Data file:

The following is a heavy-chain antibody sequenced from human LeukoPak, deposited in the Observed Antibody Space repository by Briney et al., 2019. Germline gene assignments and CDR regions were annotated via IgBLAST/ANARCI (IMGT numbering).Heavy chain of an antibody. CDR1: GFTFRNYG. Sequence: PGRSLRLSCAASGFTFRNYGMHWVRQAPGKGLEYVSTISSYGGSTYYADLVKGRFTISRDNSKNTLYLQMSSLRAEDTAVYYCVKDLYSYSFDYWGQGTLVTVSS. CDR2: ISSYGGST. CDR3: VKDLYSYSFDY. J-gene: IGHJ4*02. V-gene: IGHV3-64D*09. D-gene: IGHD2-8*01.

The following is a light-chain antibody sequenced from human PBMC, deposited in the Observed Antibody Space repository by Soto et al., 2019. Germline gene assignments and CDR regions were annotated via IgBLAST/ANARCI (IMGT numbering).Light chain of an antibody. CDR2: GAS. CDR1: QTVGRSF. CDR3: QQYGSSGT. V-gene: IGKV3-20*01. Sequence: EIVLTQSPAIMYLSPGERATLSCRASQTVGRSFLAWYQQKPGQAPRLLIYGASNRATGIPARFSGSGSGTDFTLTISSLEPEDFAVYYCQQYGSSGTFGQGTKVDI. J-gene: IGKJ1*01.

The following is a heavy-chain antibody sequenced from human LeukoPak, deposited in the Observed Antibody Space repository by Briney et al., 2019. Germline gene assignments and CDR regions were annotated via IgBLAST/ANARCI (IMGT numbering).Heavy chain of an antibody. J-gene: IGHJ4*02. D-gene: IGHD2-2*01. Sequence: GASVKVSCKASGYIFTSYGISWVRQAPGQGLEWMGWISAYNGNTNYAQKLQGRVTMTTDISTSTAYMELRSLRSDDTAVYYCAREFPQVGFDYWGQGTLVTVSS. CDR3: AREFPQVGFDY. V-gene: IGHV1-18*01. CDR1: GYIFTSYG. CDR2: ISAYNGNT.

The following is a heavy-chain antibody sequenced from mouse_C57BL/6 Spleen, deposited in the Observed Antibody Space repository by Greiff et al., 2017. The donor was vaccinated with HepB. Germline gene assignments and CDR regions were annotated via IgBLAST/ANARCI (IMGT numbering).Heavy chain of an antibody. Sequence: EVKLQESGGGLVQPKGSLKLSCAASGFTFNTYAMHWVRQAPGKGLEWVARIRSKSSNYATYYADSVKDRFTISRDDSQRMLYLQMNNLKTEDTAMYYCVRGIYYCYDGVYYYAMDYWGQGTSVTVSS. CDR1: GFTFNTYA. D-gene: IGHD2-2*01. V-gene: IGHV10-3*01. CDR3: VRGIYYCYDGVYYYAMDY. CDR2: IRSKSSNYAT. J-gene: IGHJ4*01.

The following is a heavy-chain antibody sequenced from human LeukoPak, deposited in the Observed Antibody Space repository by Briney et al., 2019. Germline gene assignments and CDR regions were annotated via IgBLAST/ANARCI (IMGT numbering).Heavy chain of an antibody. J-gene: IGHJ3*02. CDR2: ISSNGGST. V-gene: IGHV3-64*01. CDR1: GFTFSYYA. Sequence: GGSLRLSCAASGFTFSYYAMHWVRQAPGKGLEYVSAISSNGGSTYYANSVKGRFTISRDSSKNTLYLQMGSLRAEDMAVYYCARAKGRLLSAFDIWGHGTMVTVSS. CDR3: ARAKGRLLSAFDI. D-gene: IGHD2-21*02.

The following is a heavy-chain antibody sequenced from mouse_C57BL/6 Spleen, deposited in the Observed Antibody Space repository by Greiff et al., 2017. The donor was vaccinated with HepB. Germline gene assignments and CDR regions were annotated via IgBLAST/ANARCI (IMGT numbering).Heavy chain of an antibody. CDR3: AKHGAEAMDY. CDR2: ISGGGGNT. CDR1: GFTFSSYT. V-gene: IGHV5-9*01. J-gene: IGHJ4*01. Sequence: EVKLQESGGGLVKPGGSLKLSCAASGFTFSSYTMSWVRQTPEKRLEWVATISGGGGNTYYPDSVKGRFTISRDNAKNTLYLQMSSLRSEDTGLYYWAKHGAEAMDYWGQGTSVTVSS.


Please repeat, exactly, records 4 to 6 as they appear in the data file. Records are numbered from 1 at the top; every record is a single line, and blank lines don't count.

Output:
The following is a heavy-chain antibody sequenced from mouse_C57BL/6 Spleen, deposited in the Observed Antibody Space repository by Greiff et al., 2017. The donor was vaccinated with HepB. Germline gene assignments and CDR regions were annotated via IgBLAST/ANARCI (IMGT numbering).Heavy chain of an antibody. Sequence: EVKLQESGGGLVQPKGSLKLSCAASGFTFNTYAMHWVRQAPGKGLEWVARIRSKSSNYATYYADSVKDRFTISRDDSQRMLYLQMNNLKTEDTAMYYCVRGIYYCYDGVYYYAMDYWGQGTSVTVSS. CDR1: GFTFNTYA. D-gene: IGHD2-2*01. V-gene: IGHV10-3*01. CDR3: VRGIYYCYDGVYYYAMDY. CDR2: IRSKSSNYAT. J-gene: IGHJ4*01.

The following is a heavy-chain antibody sequenced from human LeukoPak, deposited in the Observed Antibody Space repository by Briney et al., 2019. Germline gene assignments and CDR regions were annotated via IgBLAST/ANARCI (IMGT numbering).Heavy chain of an antibody. J-gene: IGHJ3*02. CDR2: ISSNGGST. V-gene: IGHV3-64*01. CDR1: GFTFSYYA. Sequence: GGSLRLSCAASGFTFSYYAMHWVRQAPGKGLEYVSAISSNGGSTYYANSVKGRFTISRDSSKNTLYLQMGSLRAEDMAVYYCARAKGRLLSAFDIWGHGTMVTVSS. CDR3: ARAKGRLLSAFDI. D-gene: IGHD2-21*02.

The following is a heavy-chain antibody sequenced from mouse_C57BL/6 Spleen, deposited in the Observed Antibody Space repository by Greiff et al., 2017. The donor was vaccinated with HepB. Germline gene assignments and CDR regions were annotated via IgBLAST/ANARCI (IMGT numbering).Heavy chain of an antibody. CDR3: AKHGAEAMDY. CDR2: ISGGGGNT. CDR1: GFTFSSYT. V-gene: IGHV5-9*01. J-gene: IGHJ4*01. Sequence: EVKLQESGGGLVKPGGSLKLSCAASGFTFSSYTMSWVRQTPEKRLEWVATISGGGGNTYYPDSVKGRFTISRDNAKNTLYLQMSSLRSEDTGLYYWAKHGAEAMDYWGQGTSVTVSS.